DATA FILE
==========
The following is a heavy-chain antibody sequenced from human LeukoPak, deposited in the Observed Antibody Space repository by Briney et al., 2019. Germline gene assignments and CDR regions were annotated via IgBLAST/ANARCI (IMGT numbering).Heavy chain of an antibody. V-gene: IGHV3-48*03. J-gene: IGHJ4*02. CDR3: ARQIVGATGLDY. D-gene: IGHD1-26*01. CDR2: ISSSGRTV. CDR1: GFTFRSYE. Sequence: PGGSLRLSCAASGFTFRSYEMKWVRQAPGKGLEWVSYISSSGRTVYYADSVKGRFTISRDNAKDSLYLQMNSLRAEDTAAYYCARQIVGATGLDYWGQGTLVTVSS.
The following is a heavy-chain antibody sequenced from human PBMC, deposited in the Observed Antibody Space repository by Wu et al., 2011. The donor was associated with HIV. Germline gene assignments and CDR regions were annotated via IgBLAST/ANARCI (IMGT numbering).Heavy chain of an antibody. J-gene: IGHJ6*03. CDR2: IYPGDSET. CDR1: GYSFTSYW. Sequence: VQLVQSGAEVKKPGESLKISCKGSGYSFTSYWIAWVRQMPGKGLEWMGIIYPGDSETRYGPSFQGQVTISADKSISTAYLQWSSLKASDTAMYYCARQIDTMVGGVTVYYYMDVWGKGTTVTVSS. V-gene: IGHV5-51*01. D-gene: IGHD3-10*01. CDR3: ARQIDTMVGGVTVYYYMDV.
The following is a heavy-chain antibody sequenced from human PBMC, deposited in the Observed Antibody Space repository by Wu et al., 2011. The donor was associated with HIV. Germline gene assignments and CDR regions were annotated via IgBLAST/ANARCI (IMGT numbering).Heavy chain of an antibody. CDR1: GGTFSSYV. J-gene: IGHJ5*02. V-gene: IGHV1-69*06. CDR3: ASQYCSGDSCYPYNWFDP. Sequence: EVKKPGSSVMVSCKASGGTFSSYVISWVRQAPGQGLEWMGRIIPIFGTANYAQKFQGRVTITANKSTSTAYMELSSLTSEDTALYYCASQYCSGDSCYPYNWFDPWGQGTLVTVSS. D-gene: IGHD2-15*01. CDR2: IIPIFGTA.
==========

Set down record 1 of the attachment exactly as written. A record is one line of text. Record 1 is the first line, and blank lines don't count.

The following is a heavy-chain antibody sequenced from human LeukoPak, deposited in the Observed Antibody Space repository by Briney et al., 2019. Germline gene assignments and CDR regions were annotated via IgBLAST/ANARCI (IMGT numbering).Heavy chain of an antibody. V-gene: IGHV3-48*03. J-gene: IGHJ4*02. CDR3: ARQIVGATGLDY. D-gene: IGHD1-26*01. CDR2: ISSSGRTV. CDR1: GFTFRSYE. Sequence: PGGSLRLSCAASGFTFRSYEMKWVRQAPGKGLEWVSYISSSGRTVYYADSVKGRFTISRDNAKDSLYLQMNSLRAEDTAAYYCARQIVGATGLDYWGQGTLVTVSS.